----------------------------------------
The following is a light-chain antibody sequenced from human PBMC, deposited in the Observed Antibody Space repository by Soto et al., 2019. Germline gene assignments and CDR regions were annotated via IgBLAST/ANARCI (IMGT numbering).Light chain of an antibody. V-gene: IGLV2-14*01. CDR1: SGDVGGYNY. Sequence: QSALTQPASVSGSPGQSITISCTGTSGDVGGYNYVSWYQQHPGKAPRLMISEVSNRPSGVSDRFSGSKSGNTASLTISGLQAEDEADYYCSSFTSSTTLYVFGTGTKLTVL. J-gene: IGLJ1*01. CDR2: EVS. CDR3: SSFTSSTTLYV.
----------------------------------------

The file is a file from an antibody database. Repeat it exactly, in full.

The following is a light-chain antibody sequenced from human PBMC, deposited in the Observed Antibody Space repository by Soto et al., 2019. Germline gene assignments and CDR regions were annotated via IgBLAST/ANARCI (IMGT numbering).Light chain of an antibody. V-gene: IGLV2-14*01. CDR1: SGDVGGYNY. Sequence: QSALTQPASVSGSPGQSITISCTGTSGDVGGYNYVSWYQQHPGKAPRLMISEVSNRPSGVSDRFSGSKSGNTASLTISGLQAEDEADYYCSSFTSSTTLYVFGTGTKLTVL. J-gene: IGLJ1*01. CDR2: EVS. CDR3: SSFTSSTTLYV.